“Can’t you smell that stink of shit?” Geretta Giancarlo Field.
The last time we embarked on a Severinian binge here at THOF we were up to our asses in Bruno Mattei / Claudio Fragasso monstrosities but in a rare display of trash film fallibility, we managed to miss this one. It seemed only right, therefore (and even more appropriate in light of the film’s increasingly relevant and no-doubt sincerely heartfelt ecological concerns) to kick-start our Several Days Of Severin with a look at Mattei’s Shocking Dark (1989), billed by the Sevsters themselves (who certainly know a thing or two about this stuff) as “the most infamous mash-up in Eurosleaze history!”
Never known for their reluctance to pad out a film with stock footage, Mattei and writer Fragasso (billed here under their sho’nuff “Vincent Dawn” and “Clyde Anderson” aliases… in fact Fragasso’s identified as “Clayde” Anderson this time out) commence the proceedings with travelogue shots of Venice while some voice over schmuck wonders what the ravages of pollution will have done to it by the turn of the Millennium… and indeed, who could possibly have predicted that it would be an abandoned wasteland, under the ruins of which elite Marine units battle it out with mutant aliens and time travelling cyborgs? Anybody who’s ever watched a Mattei and / or Fragasso flick before, that’s who! Altogether, now: “Just one gorenetto, give it to me…”
Though Demons’ Geretta Geretta (billed under the altogether more feasible handle of Geretta Giancarlo Field) and her fellow grunts from Operation Delta Venice Megaforce try hard to emulate the ruffty-tuffty troupers in James Cameron’s Aliens (did I mention yet that Shocking Dark owes rather a lot to Aliens? How remiss of me!) in truth they look more like refugees from a gay porn movie… and not a particularly macho one, either, the way they squeal and blurt every time one of those aliens (which resemble nothing so much as ambulatory kebabs and prove disappointingly easy to gun down) hoves into view.
Ms Geretta is always agreeably sassy in these things (in 1984 she had graced Mattei and Fragasso’s hysterical Rats: Night Of Terror, of course) but unfortunately she gets killed off relatively early in Shocking Dark, before she can celebrate a heart-warming reconciliation over a hand grenade with the Italian guy she’s spent most of her screen time racially abusing. Otherwise, all of your favourite Aliens scenes are recreated in predictably am-dram fashion… Dr Sarah Drumbull (Haven Tyler in her only screen credit) as the Ripley figure even manages to rescue and bond with Newt surrogate Samantha Raphelson (the similarly uni-credited Dominica Coulson).
Clive Riche, in contrast to both of those ladies, has kept commendably busy since making his debut here… Christ knows how, given his ripe overacting (one of his more subdued moments, below) as “Drake”, a character driven mad by his earlier run in with the kebab creatures.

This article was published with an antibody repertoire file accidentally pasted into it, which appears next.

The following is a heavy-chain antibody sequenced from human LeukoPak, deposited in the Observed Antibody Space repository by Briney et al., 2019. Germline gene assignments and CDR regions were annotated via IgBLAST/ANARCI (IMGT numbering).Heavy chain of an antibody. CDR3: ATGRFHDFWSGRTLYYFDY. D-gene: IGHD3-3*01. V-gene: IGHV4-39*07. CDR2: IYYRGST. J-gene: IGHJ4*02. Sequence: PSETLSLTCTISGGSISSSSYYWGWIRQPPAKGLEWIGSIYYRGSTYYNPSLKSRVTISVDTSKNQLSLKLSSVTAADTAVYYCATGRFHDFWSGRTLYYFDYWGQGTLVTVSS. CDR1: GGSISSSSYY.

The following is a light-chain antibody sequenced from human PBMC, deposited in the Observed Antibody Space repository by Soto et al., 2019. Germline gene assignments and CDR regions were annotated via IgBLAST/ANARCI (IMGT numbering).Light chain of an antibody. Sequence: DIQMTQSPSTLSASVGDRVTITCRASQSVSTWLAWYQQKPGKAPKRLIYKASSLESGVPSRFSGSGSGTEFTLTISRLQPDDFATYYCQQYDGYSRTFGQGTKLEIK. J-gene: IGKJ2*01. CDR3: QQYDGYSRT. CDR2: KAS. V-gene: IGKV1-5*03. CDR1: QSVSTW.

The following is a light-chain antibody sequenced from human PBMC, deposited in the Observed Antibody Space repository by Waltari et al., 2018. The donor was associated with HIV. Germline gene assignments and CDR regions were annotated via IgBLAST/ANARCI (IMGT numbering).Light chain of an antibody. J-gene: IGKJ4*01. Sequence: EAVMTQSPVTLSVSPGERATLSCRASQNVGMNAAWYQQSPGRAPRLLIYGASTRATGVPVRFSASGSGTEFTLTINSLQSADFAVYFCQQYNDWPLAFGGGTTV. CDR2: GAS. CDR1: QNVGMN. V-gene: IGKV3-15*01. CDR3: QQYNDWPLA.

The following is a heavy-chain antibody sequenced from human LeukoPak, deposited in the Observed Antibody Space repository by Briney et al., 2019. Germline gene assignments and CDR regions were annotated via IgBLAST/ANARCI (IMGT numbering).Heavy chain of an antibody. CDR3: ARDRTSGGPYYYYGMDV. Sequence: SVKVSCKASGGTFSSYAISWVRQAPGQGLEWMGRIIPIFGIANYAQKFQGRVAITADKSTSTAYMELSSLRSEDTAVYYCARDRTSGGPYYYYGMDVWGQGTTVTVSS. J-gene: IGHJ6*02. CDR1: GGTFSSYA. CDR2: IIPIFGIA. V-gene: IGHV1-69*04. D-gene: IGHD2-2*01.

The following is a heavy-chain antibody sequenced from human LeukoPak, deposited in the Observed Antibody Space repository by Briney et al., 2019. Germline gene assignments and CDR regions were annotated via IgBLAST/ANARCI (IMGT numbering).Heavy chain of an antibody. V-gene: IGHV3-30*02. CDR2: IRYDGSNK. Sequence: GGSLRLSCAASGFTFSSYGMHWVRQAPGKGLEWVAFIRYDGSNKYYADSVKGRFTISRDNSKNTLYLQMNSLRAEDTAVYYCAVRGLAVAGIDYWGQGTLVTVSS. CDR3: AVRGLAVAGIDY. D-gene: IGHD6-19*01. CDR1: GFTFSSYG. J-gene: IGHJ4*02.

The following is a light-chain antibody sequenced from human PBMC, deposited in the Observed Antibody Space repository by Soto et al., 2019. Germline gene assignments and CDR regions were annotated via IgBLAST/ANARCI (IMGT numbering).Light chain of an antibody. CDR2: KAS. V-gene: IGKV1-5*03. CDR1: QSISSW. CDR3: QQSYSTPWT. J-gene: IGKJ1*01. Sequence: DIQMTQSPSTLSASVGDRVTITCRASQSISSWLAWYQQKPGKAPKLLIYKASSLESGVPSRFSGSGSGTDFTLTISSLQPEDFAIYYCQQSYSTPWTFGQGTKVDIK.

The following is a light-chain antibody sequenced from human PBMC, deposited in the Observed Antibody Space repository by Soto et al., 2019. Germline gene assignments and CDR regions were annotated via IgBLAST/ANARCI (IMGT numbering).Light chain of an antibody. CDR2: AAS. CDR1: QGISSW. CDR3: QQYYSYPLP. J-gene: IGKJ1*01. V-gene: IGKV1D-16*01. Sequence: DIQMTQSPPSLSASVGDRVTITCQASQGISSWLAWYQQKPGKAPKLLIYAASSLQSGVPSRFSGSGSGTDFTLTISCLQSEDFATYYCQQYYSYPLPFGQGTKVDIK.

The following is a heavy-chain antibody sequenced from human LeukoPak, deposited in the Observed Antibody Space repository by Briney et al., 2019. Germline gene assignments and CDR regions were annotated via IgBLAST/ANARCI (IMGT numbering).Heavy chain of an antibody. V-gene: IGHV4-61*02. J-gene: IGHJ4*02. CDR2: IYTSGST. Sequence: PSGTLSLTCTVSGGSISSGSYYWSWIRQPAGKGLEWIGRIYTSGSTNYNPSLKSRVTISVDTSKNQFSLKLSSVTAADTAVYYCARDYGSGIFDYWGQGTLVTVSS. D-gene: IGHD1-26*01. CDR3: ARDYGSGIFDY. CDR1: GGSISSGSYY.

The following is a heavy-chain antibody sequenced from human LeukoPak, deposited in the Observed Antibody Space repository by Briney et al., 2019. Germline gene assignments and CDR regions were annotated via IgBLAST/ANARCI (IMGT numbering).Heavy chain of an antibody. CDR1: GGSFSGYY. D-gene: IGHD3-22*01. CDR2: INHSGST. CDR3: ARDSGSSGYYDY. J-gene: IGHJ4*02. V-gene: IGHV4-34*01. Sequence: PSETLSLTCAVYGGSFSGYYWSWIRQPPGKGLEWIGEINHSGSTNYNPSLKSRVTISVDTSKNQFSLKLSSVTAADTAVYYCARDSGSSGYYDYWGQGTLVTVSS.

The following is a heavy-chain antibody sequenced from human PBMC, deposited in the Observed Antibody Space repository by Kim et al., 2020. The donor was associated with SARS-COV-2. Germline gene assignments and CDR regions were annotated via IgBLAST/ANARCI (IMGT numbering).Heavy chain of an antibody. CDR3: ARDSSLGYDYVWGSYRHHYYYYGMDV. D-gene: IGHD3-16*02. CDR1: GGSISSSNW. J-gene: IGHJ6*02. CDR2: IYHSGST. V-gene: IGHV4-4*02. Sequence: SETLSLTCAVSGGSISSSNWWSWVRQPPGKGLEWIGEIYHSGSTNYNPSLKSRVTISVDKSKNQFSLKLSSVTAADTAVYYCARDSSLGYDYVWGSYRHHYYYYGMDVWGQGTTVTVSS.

Christopher Ahrens is Samuel Fuller (!), an all-purpose kung fu special forces dude who’s along for the ride to represent the interests of the sinister and corrupt Tubular Corporation (!!), whose property speculation scam and clandestine chemical / bacteriological weapon tests (“cybernetics applied on a molecular basis”) devastated Venice in the first place. Fuller is ultimately revealed as part Ash from Alien, part Terminator (as if his increasingly Arnie-esque tones hadn’t already tipped you off) and is even described as a Replicant… so Mattei and Fragasso have managed to stir a pinch of Blade Runner into this indigestible concoction, too.
“I’m immortal… the most perfect (sic) thing ever created by the Tubular Corporation” announces cybernetic Sammy as Drumbull and Raphelson scramble to escape a nuclear reactor (did I forget to mention the nuclear reactor?) facility that will self-destruct (you guessed) in T-10 minutes. Just as their time is about to elapse, the girls happen upon a time machine (what were the odds on that?) which takes them back to the present day (or the tail end of the 20th Century, anyway) where Fuller follows them for a twist ending that will rip a new asshole in your space / time continuum.
Much as I love those Severin boys, I’d have to take issue with their assessment of Shocking Dark as “the most infamous mash-up in Eurosleaze history!” It’s an admittedly awesome Italo-schlock milestone but throughout it I get the sense of a director building himself up to such mashed masterpieces as 2004’s Land Of Death (“Cannibal Holocaust meets Predator”) and his 2007 swan-song “everything but the kitchen sink… hang on, there’s a kitchen sink in there as well” zombie brace Island Of The Living Dead and Zombies – The Beginning.
Also known (before James Cameron’s lawyers got wind of it) as Aliens 2, Alienators and Contaminator, initial orders of Shocking Dark were dispatched by Severin in “an extremely unofficial limited edition (Terminator 2) slipcover that will be available until a cease and desist arrives”. Punters picking up that edition might well have been in for a nasty surprise, though I guess if you’re reading this blog you would have been hip to the gag…
Extras include another chunk of Severin’s ongoing interview with co-writers Fragasso and his missus Rossella Drudi (remembering their final collaboration with Bruno Mattei) and a characteristically lively audience with Geretta Geretta / whatever her bloody name is. Plus alternative Italian Titles.
Looking for the perfect junk movie to accompany a late night fast food binge? Naan better than Bruno Mattei’s Shocking Dark…